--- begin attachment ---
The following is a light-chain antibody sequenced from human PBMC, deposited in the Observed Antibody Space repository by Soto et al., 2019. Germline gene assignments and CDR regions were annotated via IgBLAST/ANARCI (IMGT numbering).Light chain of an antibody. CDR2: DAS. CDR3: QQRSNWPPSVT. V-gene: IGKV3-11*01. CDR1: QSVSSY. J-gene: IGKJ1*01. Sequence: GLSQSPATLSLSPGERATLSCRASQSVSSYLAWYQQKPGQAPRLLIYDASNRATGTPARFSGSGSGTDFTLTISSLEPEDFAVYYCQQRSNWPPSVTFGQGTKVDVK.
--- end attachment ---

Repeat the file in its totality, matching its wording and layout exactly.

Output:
The following is a light-chain antibody sequenced from human PBMC, deposited in the Observed Antibody Space repository by Soto et al., 2019. Germline gene assignments and CDR regions were annotated via IgBLAST/ANARCI (IMGT numbering).Light chain of an antibody. CDR2: DAS. CDR3: QQRSNWPPSVT. V-gene: IGKV3-11*01. CDR1: QSVSSY. J-gene: IGKJ1*01. Sequence: GLSQSPATLSLSPGERATLSCRASQSVSSYLAWYQQKPGQAPRLLIYDASNRATGTPARFSGSGSGTDFTLTISSLEPEDFAVYYCQQRSNWPPSVTFGQGTKVDVK.